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. Last Updated: 07/27/2016

'President' Rutskoi Hits the Campaign Trail

SARATOV, Central Russia -- Alexander Rutskoi believes he is the president of Russia and he is already hot on the campaign trail to make sure that next time he gets power with the title.

Dressed in a beige double-breasted jacket and black pants, his trademark mustache immaculately coiffed, Rutskoi vigorously demonstrated to his audience in the Volga city of Saratov this week that he is back in the game.

"When they declare presidential elections in the future, I will definitely be a candidate," Rutskoi told The Moscow Times. "I am building a political base not only for the presidency but also for the Duma."

Virtually unnoticed by Russia's national media, the war hero, politician and leader of last October's parliament uprising is quietly building the grassroots party structure he will need to wage a future presidential campaign. Since last month, Rutskoi has traveled to Volgograd, Kursk, Samara, and Krasnodar, and on Tuesday and Wednesday he visited Saratov 650 kilometers southeast of Moscow.

"I'm starting in the regions far from Moscow," he told workers in Saratov, a city of many defense plants now suffering from a severe industrial slump. "By winter we can gather the real force of an opposition movement and hold our first Congress."

In the world according to Rutskoi, a decorated Hero of the Soviet Union, he is already Russia's legal president. He maintains that the title given him by the former legislature that was dissolved by Boris Yeltsin last autumn still stands, because Yeltsin illegally suspended the country's constitution.

"What do you mean, I think I'm president? The law says I am,"he said indignantly when queried. "But on the territory of this country, law does not exist. It's the law of those who are in power."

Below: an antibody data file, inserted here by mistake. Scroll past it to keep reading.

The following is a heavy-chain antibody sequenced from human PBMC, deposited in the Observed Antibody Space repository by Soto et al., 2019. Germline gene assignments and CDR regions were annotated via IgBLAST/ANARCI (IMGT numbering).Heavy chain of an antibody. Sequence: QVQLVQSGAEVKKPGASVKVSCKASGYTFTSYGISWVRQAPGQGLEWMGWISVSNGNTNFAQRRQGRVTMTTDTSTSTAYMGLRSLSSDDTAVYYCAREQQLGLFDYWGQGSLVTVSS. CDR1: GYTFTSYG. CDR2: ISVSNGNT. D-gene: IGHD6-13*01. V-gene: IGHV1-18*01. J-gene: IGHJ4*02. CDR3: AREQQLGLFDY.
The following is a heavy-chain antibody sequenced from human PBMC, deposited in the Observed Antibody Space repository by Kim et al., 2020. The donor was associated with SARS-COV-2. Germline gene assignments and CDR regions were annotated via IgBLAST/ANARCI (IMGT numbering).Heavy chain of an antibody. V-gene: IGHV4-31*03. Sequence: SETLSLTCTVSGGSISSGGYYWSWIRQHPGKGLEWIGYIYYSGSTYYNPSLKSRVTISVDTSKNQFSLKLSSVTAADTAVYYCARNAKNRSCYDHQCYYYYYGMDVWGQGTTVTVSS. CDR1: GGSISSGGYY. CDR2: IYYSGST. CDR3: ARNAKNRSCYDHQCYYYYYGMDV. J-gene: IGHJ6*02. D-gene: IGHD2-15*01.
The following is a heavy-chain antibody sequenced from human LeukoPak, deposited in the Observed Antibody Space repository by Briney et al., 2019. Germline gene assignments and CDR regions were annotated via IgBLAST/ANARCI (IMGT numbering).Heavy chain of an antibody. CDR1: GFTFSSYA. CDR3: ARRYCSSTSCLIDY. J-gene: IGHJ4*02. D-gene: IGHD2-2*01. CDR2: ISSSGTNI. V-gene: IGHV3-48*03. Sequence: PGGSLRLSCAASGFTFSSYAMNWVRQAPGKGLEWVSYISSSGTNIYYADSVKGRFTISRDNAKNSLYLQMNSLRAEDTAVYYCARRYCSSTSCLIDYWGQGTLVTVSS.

Even if he does not like the new rules, Rutskoi is still willing to play the political game, and his early campaigning appears to be already paying off. In meetings in local factories and town squares across Russia, organizers have gathered 560,000 signatures supporting his new party, the Derzhava Social Patriotic Movement, he said.

In both his emphasis on grass-roots organization and his nationalist rhetoric, Rutskoi's approach closely resembles that of Vladimir Zhirinovsky, a comparison the former vice president does not find flattering. Yet many of Rutskoi's favorite themes would definitely appeal to Zhirinovsky.

Take Rutskoi's vision of a new Russian Empire, for example.

"We have the historical right to revive the great Russian nation within the borders of the former Soviet Union,"he told a factory crowd of about 100 people on Tuesday.

"Let's cut off Russian gas, Russian electricity, Russian oil and strategic minerals and let them taste true independence," he said of the newly independent states that less than three years ago were part of the Soviet Union.

Such a strategy would bring the former republics back to the Russian motherland, he predicted. In an interview later, Rutskoi did distinguish his vision of the new Russian empire from Zhirinovsky's in one important respect -- it would not include Alaska, which Russia sold to the United States in 1867.

Rutskoi's stump speeches were also liberally peppered with what could be interpreted as plain xenophobia.

In both a factory speech and a later address to 3,000 people in a major town square, Rutskoi condemned the recent agreement to open a U.S. Federal Bureau of Investigation office in Moscow. He also cited the U.S. nuclear weapons doctrine of the 1950s and a Vanity Fair article called "Let's Buy Siberia" as examples of Western hostility to Russia.

Another well-trodden theme was the pathetic condition of the Russian armed forces, in which Rutskoi served most of his career, and the ineptitude of the present-day KGB, which he said appeared to be reporting to the Central Intelligence Agency.

Written questions from the audience included a number about the October uprising in which Rutskoi called for rebels to attack the mayor's offices and the Ostankino television tower. He used the opportunity to attack Yeltsin and to promote his book on the uprising, due out in the coming months.

"I can't understand how someone can give the order to kill his own people," he said. "If they shot once, where is there any guarantee that they won't shoot again, especially if they did it before the world on CNN?"

"What a nightmare," a few in the audience gasped as he described the rebel death tol, which he stated at 500, far above the official figure of under 150.

A number of locals who watched Rutskoi this week said they knew little about what happened last October, but were ready to believe him.

"Russian people always support those in opposition," said Valentina Sankina, a slender accountant with short hair. "Any figure who wants to gain political authority should go into the political opposition for a few months."